2. Ground battles in the OT need to be more intense like the ground battle on Geonosis.
3. While much could be changed about the way the story and battles are portrayed, the end result (could? :D) remain the same. As is becoming more common these days, several alternate endings could also be presented in a revised OT.

While these guidelines may seem rather vague, they're a start...

Zakzahn
18 February 2003, 06:54 AM
LLJerk, can you answer a question for me? Do you like Star Wars? All I've seen you do on this board is state how everything was done wrong. You seem to have a very low opinion on the series in general, and yet you come to a message board where people hang out to share their enjoyment in Star Wars. I just don't get it.

Rogue Janson
18 February 2003, 07:08 AM
Next thing you're going to be saying the prequels need to be remade to put the passion back in.


Star Wars is obviously still enjoyable for the children and the "softcore" fans; but for us older guys, we notice stuff that they don't.

I want Star Wars to continue to grow in popularity in the coming years, but I honestly can't see that happening unless Lucas does redo the entire OT.
There's a bit of an inconsistency here. For Star Wars to grow in popularity, presumably that means attracting new fans. But you admit that new fans aren't likely to be bothered by the problems.

It's clear that there's a tension between 'consistency' and 'realism' and 'passion' and 'energy'. The obvious danger with any rewrite of the OT is that it would sacrifice the latter for the former.

I'm not sure the comparison with TTT is appropriate. There is one and only one reason the Rohirrim won the battle, and that's the pretty much demi-godlike power of Gandalf. If he hadn't blinded and panicked the orc formation, the riders would have been slaughtered on the orcs' polearms.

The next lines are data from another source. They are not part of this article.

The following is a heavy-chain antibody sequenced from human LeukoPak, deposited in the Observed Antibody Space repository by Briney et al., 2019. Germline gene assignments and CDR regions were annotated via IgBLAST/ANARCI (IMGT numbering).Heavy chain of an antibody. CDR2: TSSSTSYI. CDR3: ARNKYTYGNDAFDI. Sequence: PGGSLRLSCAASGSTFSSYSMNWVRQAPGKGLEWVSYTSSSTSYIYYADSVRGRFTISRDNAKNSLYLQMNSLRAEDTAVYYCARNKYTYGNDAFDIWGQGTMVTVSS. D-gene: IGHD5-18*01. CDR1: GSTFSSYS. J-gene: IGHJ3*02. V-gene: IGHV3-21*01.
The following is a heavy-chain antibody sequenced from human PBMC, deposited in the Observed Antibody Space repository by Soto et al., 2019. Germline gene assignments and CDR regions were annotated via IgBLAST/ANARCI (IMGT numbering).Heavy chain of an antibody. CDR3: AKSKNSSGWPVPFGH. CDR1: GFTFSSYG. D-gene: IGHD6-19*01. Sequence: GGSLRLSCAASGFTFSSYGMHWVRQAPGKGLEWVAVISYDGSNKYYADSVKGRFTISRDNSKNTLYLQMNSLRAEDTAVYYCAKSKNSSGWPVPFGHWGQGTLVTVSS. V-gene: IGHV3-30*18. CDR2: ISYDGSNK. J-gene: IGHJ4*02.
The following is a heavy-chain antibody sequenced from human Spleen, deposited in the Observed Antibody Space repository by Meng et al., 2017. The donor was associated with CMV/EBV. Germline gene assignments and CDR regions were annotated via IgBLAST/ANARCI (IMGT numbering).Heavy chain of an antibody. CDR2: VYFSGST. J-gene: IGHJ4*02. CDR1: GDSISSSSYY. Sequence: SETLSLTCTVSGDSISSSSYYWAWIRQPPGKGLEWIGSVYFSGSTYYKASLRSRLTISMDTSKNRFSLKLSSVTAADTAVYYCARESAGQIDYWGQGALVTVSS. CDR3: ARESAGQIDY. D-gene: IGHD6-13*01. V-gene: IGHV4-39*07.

Anyway, your revised OT framework:
Revised OT (filmwork aspect):

1. Many of the space battles should be shown very differently. However AWE-INSPIRING the cinematic scenes from The Two Towers are, think how much better a TRUE Star Wars space battle would be! GL has slightly improved his space battles in the prequels, but the ones in the OT are just barely marginal (save for the Battle of Endor, which was filmed quite well (for its time)).
To be honest, I think the opposite. I don't think there's a great deal that could be done to improve any of the space battles, except for Endor, where new technology could give us greater scale. In particular, I think the battle above Naboo held up poorly compared to OT battles, it's really just a rapidly moving array of bright lights.


2. Ground battles in the OT need to be more intense like the ground battle on Geonosis.
To be honest, I don't think you're ever going to make the Battle of Endor like the Battle of Geonosis. It's just not going to happen. Like the Endor space battle, Hoth could be done on a greater scale, but I don't really think it would add anything crucial to the sequence. While we're on the subject, Geonosis contains one of my favourite prequel inconsistencies - where the hell were the acclamators? Why weren't they helping bombard the separatist forces and why were leaving the federation ships to assemble unmolested in orbit?


3. While much could be changed about the way the story and battles are portrayed, the end result (could? ) remain the same. As is becoming more common these days, several alternate endings could also be presented in a revised OT.

This point is partly a summary, but it suddenly brings up the idea that after all these changes the end result might be different. I'm not sure I understand it properly, especailly the bit about alternate endings. Do you mean the end result of the story (what happens), or the end result of the films (the effect on the audience)?

LL|Jerk
18 February 2003, 07:35 AM
Originally posted by Zakzahn